As someone with endocrine issues, I would have benefited from more of a slow and gentle return to fitness. But by facing my physical fears, I did successfully jump a few mental hurdles.
C.P.: What were the biggest surprises in your year-long journey?
P.L.: As I connected the dots of my health, I realized how the internal dialogue of doubt I always thought just made me human—the self-deprecation I had mistaken for modesty—was actually causing me the most harm. Discovering that underlying anxiety was behind my back problems, my insomnia, my adrenal fatigue, and perhaps my autoimmune disease itself was a big revelation that came up again and again during my project.
C.P.: When readers who struggle with autoimmune disease approach you asking for advice, what initial lifestyle changes might you suggest?
P.L.: Go on an elimination diet. Hidden food sensitivities are at the root of so many symptoms. Figuring out what triggers them will quiet a lot of the questioning around your diet, and certainly some of the shame surrounding your “shoulds.” It will also put a pin in your overall inflammation by dedicating a month or so to a simpler diet. Again, those extremes are great for jump starting your immune system. Then you can find a more moderate middle ground going forward.
I would also say, set yourself up for success at home so you can find more flexibility out in the world. I did this over the course of my year—putting water filters on my kitchen tap and shower head, detoxing my pantry, switching my personal care products to naturals. I know that I’ve really chipped away at my “toxic burden” by doing all of these things. And though it takes some upfront investment, these one-time changes are some of the easiest to make, because you won’t have to think about them again.
C.P.: There’s often a sense of desperation and panic that comes with a diagnosis of any disease. What do you say to people who may be freaking out that they may never be able to drink a dirty martini or eat gluten again?
P.L.: You don’t have to do all of the above, all at once.
Seeking perfection often causes more stress than the end result is worth. And as someone who’s autoimmune, I really believe that stress is a much more toxic ingredient than the occasional martini.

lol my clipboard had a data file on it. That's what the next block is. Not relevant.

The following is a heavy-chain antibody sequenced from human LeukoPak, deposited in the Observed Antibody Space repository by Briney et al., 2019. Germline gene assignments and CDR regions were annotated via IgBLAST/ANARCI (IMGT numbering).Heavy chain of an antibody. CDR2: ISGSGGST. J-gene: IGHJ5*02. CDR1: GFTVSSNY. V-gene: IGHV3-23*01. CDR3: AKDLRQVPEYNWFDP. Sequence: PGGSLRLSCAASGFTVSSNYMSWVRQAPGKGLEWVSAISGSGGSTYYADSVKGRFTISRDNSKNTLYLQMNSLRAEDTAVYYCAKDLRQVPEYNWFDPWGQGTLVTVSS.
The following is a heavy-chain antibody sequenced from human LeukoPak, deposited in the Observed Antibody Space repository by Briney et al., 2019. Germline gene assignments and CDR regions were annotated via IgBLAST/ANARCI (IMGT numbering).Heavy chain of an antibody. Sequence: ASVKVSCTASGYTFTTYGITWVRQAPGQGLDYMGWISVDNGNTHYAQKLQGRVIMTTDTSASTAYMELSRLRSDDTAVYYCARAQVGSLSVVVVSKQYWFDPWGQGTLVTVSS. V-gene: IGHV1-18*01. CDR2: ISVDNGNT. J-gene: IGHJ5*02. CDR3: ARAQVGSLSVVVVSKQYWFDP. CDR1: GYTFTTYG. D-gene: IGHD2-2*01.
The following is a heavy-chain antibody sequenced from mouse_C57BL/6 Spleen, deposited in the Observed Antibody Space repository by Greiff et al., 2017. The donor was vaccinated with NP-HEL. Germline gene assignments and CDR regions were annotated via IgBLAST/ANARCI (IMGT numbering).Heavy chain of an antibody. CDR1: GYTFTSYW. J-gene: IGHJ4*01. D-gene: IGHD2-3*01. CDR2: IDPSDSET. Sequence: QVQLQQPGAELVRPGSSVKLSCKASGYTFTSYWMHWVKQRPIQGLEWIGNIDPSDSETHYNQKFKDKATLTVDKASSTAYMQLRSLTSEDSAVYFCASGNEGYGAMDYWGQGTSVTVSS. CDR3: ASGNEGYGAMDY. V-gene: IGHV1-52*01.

The best way to find your sweet spot—what works for your body, mind and spirit, and what despite the best scientific and spiritual intentions, may not—is to self-experiment. What I did with my wellness project was make lifestyle changes slowly, steadily, and with the first intention being to pay attention. And I did them in isolation so I could really tease out the impact on both my health and my hedonism (what lifts your spirit and brings you pleasure).
Second piece of advice: Your body will change over the course of months and years, as will your definition of hedonism. Nothing is a life sentence. But you may also find that feeling good is worth more than a second martini or slice of pizza.
BIO: Sarah McColl was founding editor in chief of Yahoo Food. Her food writing has been featured in print and online for Bon Appétit, House Beautiful, Modern Farmer, Extra Crispy and others.
Almond-Sesame Soba Zoodles With Quick Pickled Veggies
8 ounces buckwheat soba noodles
1 bunch of radishes (about 6 medium), cut into ½-inch cubes
1 pound cucumber, cut into ½- inch cubes
¼ cup rice vinegar
2 teaspoons sea salt, divided
½ cup unsalted almond butter
1 small garlic clove
¼ cup freshly squeezed lime juice (from 2 limes)
2 tablespoons gluten-free tamari
2 teaspoons raw honey
2 teaspoons dark toasted sesame oil
2 large zucchini (about 1 pound), spiralized into thin noodles
1 tablespoon black sesame seeds, for garnish
Bring a large pot of salted water to a boil. Cook the soba noodles according to package directions until al dente. Drain and rinse with cool water until room temperature, shaking out all the excess. Transfer to a large mixing bowl and set aside.
While the noodles are cooking, in a medium mixing bowl, combine the radishes, cucumber, vinegar, and 1 teaspoon salt. Allow the veggies to marinate for 10 minutes, tossing occasionally.
In the bowl of a small food processor, puree the almond butter, garlic, lime juice, tamari, honey, sesame oil, 1 teaspoon salt, and ¼ cup water. Add more water, 1 tablespoon at a time, until you reach the consistency of peanut sauce. Transfer to the mixing bowl with the soba noodles. Add the zucchini and toss until everything is well coated. Divide among serving bowls, top with the quick pickled veggies, and garnish with the sesame seeds.
Serve room temperature or cold, alongside your favorite Asian hot sauce.